Geometry is then introduced in chapter 4. First projective spaces are defined, then polar spaces are. Various topics related to these concepts are also discussed.

The writing style in chapters 3 and 4 continues to be brisk and efficient; it is generally clear, though on occasion the author omits qualifying remarks from a statement of a theorem, under the assumption that the reader will know from previous language in the text what is going on. For example, theorem 4.3 reads in its entirety: “For each positive integer \(r\geq 2\), there are six polar spaces over \(\mathbb{F}_q\), up to isomorphism.” On its face, this is confusing, since the integer \(r\) plays no role in the statement of the theorem; however, in the paragraph before the statement of the theorem, it is stated that \(r\) will denote the rank of a polar space. So what the author really means is that there are six polar spaces of rank \(r\) over \(\mathbb{F}_q\). This is admittedly the sort of thing that is not likely to bother a professional, but it might potentially be confusing to a student. (I should also point out that the word “rank” does not appear in the Index to this book, and is not the only term whose absence I noticed.)

The remaining three chapters of the book discuss applications to combinatorics. Specifically, chapter 5 provides a nice survey of finite geometries to various areas in discrete mathematics: block designs, graphs, codes, etc. Then chapters 6 and 7 focus more narrowly on two significant problems in combinatorics: chapter 6 talks about the forbidden subgraph problem and chapter 7 addresses maximum distance separable (MDS) codes.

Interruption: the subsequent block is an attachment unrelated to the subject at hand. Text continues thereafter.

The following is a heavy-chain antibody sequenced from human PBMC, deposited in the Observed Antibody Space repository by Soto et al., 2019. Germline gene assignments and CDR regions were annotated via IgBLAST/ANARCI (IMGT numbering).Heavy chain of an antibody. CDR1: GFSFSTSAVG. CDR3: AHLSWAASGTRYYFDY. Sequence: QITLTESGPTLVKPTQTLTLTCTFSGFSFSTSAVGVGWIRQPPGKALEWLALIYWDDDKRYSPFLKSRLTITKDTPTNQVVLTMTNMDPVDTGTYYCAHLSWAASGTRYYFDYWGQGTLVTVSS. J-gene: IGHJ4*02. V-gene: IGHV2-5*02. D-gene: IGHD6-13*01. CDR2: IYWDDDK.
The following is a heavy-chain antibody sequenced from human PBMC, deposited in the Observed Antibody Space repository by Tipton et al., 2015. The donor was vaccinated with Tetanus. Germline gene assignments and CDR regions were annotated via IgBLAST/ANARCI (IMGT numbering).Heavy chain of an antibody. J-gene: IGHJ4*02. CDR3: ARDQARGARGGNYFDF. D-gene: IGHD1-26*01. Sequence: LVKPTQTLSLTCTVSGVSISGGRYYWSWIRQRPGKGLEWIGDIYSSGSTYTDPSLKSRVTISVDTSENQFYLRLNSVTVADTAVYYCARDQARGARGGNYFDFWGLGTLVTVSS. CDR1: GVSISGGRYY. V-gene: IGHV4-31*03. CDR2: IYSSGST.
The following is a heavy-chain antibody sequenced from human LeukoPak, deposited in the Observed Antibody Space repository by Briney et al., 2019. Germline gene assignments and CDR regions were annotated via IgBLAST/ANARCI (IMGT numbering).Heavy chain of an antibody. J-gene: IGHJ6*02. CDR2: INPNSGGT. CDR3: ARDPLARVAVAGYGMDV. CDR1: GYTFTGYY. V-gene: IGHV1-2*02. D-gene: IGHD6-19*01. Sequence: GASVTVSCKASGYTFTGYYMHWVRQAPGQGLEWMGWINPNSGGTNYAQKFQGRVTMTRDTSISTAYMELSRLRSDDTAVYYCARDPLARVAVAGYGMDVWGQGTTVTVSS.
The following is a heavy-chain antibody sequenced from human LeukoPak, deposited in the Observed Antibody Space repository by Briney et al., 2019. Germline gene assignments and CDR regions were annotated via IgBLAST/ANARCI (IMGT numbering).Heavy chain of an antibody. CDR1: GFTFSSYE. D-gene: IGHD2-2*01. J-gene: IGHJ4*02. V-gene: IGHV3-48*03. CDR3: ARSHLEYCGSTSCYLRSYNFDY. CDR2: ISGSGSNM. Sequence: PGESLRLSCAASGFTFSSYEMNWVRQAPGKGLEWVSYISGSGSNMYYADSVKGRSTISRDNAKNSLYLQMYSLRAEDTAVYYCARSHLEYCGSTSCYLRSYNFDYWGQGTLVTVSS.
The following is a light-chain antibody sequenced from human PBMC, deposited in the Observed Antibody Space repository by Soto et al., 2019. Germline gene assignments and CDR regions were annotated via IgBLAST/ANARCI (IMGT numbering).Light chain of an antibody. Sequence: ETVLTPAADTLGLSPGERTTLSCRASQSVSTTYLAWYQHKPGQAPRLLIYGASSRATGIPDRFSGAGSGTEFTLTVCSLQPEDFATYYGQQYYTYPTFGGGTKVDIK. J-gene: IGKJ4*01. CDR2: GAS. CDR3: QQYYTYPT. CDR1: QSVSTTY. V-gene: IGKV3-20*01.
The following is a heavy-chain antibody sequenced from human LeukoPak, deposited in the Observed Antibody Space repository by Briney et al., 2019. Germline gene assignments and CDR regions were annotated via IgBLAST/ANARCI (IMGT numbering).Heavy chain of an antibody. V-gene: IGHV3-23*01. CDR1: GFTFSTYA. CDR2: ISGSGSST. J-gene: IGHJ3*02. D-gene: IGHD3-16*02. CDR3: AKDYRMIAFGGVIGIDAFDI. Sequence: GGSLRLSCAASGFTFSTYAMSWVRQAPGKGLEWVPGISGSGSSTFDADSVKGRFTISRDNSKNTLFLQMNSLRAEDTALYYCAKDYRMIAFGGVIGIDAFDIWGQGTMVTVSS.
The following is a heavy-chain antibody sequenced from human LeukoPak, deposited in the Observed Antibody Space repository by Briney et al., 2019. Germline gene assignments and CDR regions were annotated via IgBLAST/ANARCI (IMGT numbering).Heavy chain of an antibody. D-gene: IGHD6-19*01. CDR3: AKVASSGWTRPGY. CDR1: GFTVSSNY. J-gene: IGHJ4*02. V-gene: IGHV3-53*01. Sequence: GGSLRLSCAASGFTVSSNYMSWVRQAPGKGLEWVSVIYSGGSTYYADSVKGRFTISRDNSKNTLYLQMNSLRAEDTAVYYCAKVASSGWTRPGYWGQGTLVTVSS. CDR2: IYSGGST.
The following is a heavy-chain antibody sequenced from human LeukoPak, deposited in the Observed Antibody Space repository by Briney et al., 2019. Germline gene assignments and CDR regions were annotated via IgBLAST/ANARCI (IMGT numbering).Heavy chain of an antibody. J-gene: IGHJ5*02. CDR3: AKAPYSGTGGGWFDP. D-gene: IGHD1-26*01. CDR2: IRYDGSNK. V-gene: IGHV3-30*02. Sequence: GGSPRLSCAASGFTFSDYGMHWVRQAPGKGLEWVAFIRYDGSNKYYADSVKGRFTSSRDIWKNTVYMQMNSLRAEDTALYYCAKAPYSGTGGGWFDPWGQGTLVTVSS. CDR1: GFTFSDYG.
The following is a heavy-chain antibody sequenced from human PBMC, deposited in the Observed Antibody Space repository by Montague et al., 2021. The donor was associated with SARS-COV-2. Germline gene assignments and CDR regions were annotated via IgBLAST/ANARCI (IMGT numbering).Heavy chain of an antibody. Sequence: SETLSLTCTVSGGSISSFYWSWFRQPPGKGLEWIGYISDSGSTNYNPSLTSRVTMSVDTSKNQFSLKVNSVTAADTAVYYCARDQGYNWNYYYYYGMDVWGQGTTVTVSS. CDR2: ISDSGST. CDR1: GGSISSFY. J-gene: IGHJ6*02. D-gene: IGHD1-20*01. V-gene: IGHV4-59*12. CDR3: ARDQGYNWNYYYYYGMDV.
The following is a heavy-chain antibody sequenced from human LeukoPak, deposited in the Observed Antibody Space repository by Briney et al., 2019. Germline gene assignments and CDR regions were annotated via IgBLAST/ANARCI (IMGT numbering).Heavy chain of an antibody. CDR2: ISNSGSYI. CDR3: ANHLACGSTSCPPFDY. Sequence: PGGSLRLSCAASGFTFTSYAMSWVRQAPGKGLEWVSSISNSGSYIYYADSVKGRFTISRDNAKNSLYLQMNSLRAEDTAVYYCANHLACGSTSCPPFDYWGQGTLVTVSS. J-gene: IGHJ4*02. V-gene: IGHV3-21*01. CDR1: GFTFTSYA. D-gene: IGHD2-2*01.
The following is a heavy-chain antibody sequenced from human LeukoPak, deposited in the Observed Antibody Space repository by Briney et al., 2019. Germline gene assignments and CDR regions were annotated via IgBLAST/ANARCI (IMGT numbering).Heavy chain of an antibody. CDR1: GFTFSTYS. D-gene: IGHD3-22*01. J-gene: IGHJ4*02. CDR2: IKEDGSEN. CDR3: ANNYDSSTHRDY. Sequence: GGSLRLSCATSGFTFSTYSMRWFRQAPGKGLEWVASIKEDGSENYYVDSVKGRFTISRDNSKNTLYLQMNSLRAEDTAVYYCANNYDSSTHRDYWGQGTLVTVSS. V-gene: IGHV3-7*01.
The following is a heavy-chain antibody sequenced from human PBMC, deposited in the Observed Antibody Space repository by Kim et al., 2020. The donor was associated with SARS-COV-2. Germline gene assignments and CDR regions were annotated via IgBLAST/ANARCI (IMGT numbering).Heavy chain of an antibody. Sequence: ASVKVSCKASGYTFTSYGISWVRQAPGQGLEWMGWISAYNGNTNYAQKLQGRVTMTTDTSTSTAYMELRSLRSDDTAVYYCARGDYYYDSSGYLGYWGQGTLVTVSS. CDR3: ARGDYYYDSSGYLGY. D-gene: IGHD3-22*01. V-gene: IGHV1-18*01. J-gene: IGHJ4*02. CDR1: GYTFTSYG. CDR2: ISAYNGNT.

The material in these last two chapters is fairly technical, but the basic ideas can be at least be (very) broadly described. The forbidden subgraph problem asks: given a graph H and a positive integer n, what is the maximum number of edges (denote this *ex*(*n*, H)) that an n-vertex graph can have and not contain a copy of H as a subgraph? Using material from the chapter on polar geometries, the author derives some theorems about the long-term behavior of *ex*(*n*, H). As for MDS codes: although the definition of these objects is too involved for this review, suffice it to say that theorems relating to their existence, and information about parameters associated with them, can be proved via certain structures in projective geometries.

All chapters contain exercises, some of which are used to develop interesting topics that were omitted from the body of the text. Affine planes, for example, are defined, and their basic properties studied, in several exercises, some of which discuss their relationship with mutually orthogonal Latin squares. Solutions to all the exercises appear in an appendix.

There are also two other appendices. One contains proofs of some results of the text that were deferred to an appendix to avoid disrupting the flow of the exposition, and the other contains notes, references and attributions. In addition, there is also a rather detailed ten-page bibliography.

A word about the likely audience of this text: a back-cover blurb announces that this book “is ideal for anyone, from a third-year undergraduate to a researcher…” As is often the case with these assertions, this must be taken with a grain of salt, keeping in mind that it is *British* undergraduates to which this statement applies. On this side of the pond, I doubt very much that average undergraduates will find this text hospitable. I think that the most likely student audience here would consist of graduate students (second year or above), looking to learn some fairly sophisticated combinatorics. This audience, however, should, particularly since books on polar spaces are not exactly thick on the ground, derive considerable benefit from this text, as should professional mathematicians with current or potential research interests in this area.

Mark Hunacek (mhunacek@iastate.edu) teaches mathematics at Iowa State University.